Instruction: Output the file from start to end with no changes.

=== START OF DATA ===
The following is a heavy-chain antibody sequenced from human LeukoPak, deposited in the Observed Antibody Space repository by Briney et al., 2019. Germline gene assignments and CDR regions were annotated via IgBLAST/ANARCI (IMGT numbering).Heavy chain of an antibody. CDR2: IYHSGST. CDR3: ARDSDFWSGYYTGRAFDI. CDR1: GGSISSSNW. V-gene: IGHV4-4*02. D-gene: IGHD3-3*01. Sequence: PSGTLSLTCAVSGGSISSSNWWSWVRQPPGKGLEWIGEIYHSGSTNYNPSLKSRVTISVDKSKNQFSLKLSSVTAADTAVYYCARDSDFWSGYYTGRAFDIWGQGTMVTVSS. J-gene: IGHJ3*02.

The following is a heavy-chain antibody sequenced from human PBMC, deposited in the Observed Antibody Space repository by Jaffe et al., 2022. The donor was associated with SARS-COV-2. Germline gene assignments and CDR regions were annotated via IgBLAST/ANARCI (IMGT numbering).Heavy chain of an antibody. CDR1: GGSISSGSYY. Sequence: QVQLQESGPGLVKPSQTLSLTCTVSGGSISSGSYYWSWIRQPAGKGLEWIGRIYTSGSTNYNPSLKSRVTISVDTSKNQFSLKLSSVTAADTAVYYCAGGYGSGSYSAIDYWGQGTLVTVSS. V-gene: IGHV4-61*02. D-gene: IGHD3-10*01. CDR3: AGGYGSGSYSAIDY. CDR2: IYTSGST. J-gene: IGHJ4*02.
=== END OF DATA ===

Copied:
The following is a heavy-chain antibody sequenced from human LeukoPak, deposited in the Observed Antibody Space repository by Briney et al., 2019. Germline gene assignments and CDR regions were annotated via IgBLAST/ANARCI (IMGT numbering).Heavy chain of an antibody. CDR2: IYHSGST. CDR3: ARDSDFWSGYYTGRAFDI. CDR1: GGSISSSNW. V-gene: IGHV4-4*02. D-gene: IGHD3-3*01. Sequence: PSGTLSLTCAVSGGSISSSNWWSWVRQPPGKGLEWIGEIYHSGSTNYNPSLKSRVTISVDKSKNQFSLKLSSVTAADTAVYYCARDSDFWSGYYTGRAFDIWGQGTMVTVSS. J-gene: IGHJ3*02.

The following is a heavy-chain antibody sequenced from human PBMC, deposited in the Observed Antibody Space repository by Jaffe et al., 2022. The donor was associated with SARS-COV-2. Germline gene assignments and CDR regions were annotated via IgBLAST/ANARCI (IMGT numbering).Heavy chain of an antibody. CDR1: GGSISSGSYY. Sequence: QVQLQESGPGLVKPSQTLSLTCTVSGGSISSGSYYWSWIRQPAGKGLEWIGRIYTSGSTNYNPSLKSRVTISVDTSKNQFSLKLSSVTAADTAVYYCAGGYGSGSYSAIDYWGQGTLVTVSS. V-gene: IGHV4-61*02. D-gene: IGHD3-10*01. CDR3: AGGYGSGSYSAIDY. CDR2: IYTSGST. J-gene: IGHJ4*02.